- Associated Press - Friday, September 25, 2015

CONCORD, N.H. (AP) - Facing a $10.6 million shortfall in the state’s retiree health benefit program, policymakers considered a proposal Friday to raise copayments or premium contributions for the state’s nearly 12,000 retirees.

“None of us are happy about this,” said Republican Rep. Lynne Ober, who sits on the joint legislative fiscal committee.

Officials from the Department of Administrative Services have been anticipating the shortfall since the beginning of the state budget process and have been discussing with lawmakers options to close it.

Under the current proposal, every retiree would be hit with higher copays for prescription drug costs. It proposes raising the maximum out-of-pocket costs for prescription drugs from $500 to $750 for individuals and from $1,000 to $1,500 for families. Retirees over 65 would also face a $500 deductible for inpatient hospital and skilled nursing facility benefits.

Retirees under 65 would see an increase in the deductible and out-of-pocket maximums for services such as allergy shots, behavioral health, chiropractic care, vision care and substance abuse treatment.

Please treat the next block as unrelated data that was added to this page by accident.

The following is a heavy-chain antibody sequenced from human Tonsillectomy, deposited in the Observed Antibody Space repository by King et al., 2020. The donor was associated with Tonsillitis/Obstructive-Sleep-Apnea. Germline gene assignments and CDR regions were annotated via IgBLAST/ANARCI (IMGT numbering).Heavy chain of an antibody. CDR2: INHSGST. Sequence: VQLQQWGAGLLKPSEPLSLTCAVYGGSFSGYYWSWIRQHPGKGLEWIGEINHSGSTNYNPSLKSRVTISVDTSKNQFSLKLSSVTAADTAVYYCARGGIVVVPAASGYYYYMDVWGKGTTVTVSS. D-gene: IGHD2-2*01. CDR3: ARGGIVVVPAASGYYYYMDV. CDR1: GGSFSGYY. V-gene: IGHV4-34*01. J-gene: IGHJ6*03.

The fiscal committee chose Friday to table the proposed changes, pushing off a decision until at least the Oct. 16 meeting. If the proposed changes are approved, they would take effect on Jan. 1.

Of the state’s nearly 12,000 retires, 8,800 are over the age of 65 and roughly 3,000 are under 65. Retirees over 65 do not contribute to their premiums, while those under 65 pay 12.5 percent. The proposed change would raise that contribution to 15 percent. The fiscal committee doesn’t have the authority to change premiums for retirees older than 65.

Dozens of retirees attended Friday’s meeting.

“I’m sure the cost of health care is increasing,” said 74-year-old Carol Beaudoin, who worked in the insurance department for 45 years. But “I do think that I was promised full health care when I retired.”

Republican state Rep. Neal Kurk, meanwhile, noted that state law says the retiree health benefits are subject to appropriations from the legislature.

“It has never been an absolute promise,” he said.

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